The general manager turned the Florida team upside-down last summer which helped end the NHL's longest play-off drought.
Dale Tallon has clawed back the Panthers' fortunes
The NHL's longest play-off drought is over. The Florida Panthers did not exactly storm the gates - winning just once in their final 10 games - but they are back in the post-season after 12 long years.
It has been a long time coming for the franchise that shocked the NHL when they advanced to the Stanley Cup final back in 1996 as a third-year team. Florida fell to Joe Sakic's mighty Colorado Avalanche that year, but that unexpected run to the final remains the Panthers' high point as a franchise.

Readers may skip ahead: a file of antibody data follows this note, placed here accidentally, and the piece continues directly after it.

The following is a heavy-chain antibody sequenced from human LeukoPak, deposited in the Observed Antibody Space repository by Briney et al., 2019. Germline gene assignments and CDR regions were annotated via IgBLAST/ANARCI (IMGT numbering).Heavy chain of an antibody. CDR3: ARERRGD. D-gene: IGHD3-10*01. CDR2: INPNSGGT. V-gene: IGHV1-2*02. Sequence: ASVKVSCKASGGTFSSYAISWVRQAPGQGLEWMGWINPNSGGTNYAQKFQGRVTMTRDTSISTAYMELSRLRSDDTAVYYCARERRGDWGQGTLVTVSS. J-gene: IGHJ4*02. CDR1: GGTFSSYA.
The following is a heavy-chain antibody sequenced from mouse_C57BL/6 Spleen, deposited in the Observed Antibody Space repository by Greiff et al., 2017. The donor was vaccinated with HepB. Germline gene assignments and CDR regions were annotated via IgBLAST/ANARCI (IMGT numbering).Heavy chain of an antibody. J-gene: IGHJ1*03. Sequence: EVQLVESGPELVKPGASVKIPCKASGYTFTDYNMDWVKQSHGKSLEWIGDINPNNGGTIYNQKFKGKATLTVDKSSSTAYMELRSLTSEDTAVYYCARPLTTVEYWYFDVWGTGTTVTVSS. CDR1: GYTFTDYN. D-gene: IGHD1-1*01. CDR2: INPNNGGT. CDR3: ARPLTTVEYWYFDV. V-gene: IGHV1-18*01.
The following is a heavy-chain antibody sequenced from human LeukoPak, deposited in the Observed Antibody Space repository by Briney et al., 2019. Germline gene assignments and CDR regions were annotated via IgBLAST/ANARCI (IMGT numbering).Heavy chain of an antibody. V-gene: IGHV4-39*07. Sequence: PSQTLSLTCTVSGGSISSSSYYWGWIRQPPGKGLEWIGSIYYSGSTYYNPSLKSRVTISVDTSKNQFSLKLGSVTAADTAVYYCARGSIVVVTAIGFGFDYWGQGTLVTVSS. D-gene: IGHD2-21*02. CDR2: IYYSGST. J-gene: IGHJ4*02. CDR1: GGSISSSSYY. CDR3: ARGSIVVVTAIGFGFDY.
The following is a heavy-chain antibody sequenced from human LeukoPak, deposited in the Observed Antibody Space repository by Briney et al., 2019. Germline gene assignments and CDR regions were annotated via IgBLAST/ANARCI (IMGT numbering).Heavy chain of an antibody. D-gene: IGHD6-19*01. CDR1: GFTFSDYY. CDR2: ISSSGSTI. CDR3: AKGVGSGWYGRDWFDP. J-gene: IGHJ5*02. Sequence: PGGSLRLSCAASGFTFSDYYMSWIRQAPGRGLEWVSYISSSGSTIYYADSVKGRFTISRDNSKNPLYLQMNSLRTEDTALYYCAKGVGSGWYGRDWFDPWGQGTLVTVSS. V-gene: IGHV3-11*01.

They made it back to the post-season in 1997, losing in five games in the first round against the Rangers.
But at least they won a game; in 2000, the last time Florida qualified for the spring fling, they were unceremoniously swept by the New Jersey Devils.
Thus began a dozen years of play-off frustration, a legacy of failure that led Dale Tallon, the new general manager, to turn the team upside-down last summer and completely remake the roster. Tallon brought in 10 free agents and pulled off a couple of trades, too.
Stephen Weiss, the longtime Panthers centre remains, but Florida are full of new faces.
Give credit to Tallon - the chemistry experiment worked. The Panthers were an upper-echelon team in the East all season, with the stumble to the finish line their only real blemish.
The next challenge is to win a play-off game for the first time in 15 years. But at least they are in the game.